Wood burning is a great way to heat your home or for outdoor fires, but firewood is bulky and can take up a lot of space. Fortunately, firewood storage is not very complicated. It may seem like storing wood is a no brainer, you just put it somewhere, cover it up, and be done with it until it’s time to burn it. It actually is almost that simple, but there are a few things you should know to avoid potential problems and to have the best quality wood.
The main objectives, when storing firewood, are to keep your wood safe, clean, dry and convenient.
First you should check with your local government bureaucrats and/or the fire department to check if there are any zoning laws or recommendations in your area regarding storing firewood. In some areas, firewood is required to be stored certain distances away from structures. The idea is if the wood was to catch fire, it could be a danger to nearby structures. In wildfire prone areas this is especially important.
Drying Firewood and Keeping it Dry
For proper wood burning, your wood should be dry. If you have wet or green wood, you are going to want to store it in way that helps it to dry. The most important thing you can do to allow your wood to dry is give it plenty of air circulation.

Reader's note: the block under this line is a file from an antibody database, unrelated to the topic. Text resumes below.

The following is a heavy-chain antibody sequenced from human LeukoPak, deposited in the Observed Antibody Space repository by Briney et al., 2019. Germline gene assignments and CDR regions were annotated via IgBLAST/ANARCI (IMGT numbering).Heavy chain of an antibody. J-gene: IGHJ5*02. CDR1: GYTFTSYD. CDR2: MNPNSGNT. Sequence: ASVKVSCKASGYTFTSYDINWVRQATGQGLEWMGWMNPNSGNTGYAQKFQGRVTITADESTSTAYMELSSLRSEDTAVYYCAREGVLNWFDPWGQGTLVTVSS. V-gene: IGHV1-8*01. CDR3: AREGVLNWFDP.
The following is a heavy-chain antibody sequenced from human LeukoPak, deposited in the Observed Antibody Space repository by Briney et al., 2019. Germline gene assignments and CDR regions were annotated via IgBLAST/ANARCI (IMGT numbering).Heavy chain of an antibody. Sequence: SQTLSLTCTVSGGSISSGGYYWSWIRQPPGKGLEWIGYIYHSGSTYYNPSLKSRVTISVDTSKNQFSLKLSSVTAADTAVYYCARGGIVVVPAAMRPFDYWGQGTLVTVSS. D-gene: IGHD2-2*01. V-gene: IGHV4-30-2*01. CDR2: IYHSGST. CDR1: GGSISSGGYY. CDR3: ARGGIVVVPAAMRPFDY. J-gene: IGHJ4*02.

I see people making this common mistake. They get a load of wet or green wood and the first thing they do is cover the whole pile with a tarp. In trying to keep it dry, what they are actually doing is inhibiting air circulation and ensuring it will stay wet. If your wood is wet or green, leave it uncovered out in the sun, if possible. This way the sun and air can dry it. Learn more about drying firewood.
Once the wood is dry, you will then want it covered if it there is going to be wet weather. Storing wood in a shed is great, or any covered area. That will be drier and more convenient than leaving it outside under a tarp. But if you don’t have an appropriate structure, you can leave it outside and cover the wood with a tarp.
Should you stack firewood or leave it in a big heaping pile? That is up to you. I leave most of my wood in a pile. But then I produce wood commercially so it becomes too big of a job to stack that much wood. But for what a person would use to heat their home, it is often worth stacking the wood.
Stacking firewood can help the wood dry faster. It helps to keep it off the ground and up in the air where it can be exposed to better air circulation and sun, where available. Stacked wood also looks nicer and takes up less space and has a smaller footprint.
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